Trails Through Time
What do you do to make yourself happy?
Runners, by nature, have a propensity to seek happiness in the measurement of things. ...
Illustration by Kevin Howdeshell
Runners, by nature, have a propensity to seek happiness in the measurement of things. In the beginning, you might say you ran to the end of a trail and back in about half an hour, and you're thrilled. As you train more, you might run four miles in 29:30, and you're happy to break 30 minutes. When you become more competitive, the measurements multiply. Now you run six miles in 36:06 at a 6:01 per-mile pace, you finished at 9:20 a.m., the temperature was 50 degrees and there was a slight headwind, but you don't think you'll be happy till you break 6:00.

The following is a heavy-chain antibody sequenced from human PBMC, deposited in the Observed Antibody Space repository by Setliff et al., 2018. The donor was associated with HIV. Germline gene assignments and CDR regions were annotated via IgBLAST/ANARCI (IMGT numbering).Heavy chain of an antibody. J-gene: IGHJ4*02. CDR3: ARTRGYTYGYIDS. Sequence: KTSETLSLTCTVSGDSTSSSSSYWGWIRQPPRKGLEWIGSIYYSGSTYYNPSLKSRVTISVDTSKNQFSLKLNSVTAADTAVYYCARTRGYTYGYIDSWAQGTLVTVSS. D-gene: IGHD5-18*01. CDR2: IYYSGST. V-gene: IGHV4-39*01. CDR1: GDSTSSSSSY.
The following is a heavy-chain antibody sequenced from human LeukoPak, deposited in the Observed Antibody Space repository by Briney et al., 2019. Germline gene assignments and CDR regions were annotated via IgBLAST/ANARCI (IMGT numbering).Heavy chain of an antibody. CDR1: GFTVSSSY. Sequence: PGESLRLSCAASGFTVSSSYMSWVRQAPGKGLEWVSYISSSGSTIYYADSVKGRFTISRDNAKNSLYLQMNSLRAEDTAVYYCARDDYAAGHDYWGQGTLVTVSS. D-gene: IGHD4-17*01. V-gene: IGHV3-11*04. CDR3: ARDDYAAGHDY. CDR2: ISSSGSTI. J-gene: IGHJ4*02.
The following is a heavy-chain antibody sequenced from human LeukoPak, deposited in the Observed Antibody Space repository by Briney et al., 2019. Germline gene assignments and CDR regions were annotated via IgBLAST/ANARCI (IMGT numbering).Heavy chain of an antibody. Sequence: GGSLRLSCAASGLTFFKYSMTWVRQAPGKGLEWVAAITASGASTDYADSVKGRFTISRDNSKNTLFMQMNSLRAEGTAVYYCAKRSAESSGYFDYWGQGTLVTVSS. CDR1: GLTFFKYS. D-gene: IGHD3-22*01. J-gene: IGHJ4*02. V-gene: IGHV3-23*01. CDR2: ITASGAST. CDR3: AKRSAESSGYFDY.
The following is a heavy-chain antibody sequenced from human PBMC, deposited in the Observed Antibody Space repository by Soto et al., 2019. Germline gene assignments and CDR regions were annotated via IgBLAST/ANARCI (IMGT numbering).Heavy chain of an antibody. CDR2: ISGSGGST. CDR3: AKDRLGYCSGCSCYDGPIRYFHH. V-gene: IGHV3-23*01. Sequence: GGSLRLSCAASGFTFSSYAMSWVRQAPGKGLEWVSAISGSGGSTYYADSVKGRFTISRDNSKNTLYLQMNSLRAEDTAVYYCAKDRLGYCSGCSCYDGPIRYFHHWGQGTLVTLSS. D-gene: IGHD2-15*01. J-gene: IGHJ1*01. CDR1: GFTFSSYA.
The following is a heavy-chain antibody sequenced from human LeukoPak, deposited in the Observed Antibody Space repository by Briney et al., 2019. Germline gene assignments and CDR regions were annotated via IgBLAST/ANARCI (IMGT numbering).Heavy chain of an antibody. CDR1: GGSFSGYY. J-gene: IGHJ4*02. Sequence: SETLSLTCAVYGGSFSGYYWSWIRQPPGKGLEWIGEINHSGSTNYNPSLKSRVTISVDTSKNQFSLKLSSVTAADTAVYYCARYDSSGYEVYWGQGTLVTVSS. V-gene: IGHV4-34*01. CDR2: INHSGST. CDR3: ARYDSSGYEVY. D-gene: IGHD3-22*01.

And then you win a race and happiness seems within your grasp, but the course record is 38 seconds faster than you ran, so you train even harder.
Measuring gets obsessive now, because shaving every second counts. You study food labels for fat and calories, cholesterol and sodium, carbs and fiber, sugars and protein and vitamins A to zinc. You measure how much fluid you need to complete a required run, how much sleep you need, how much time you need to eat your meal before a race. You measure the effects of all your meals right down to bowel movements in preparation for race day.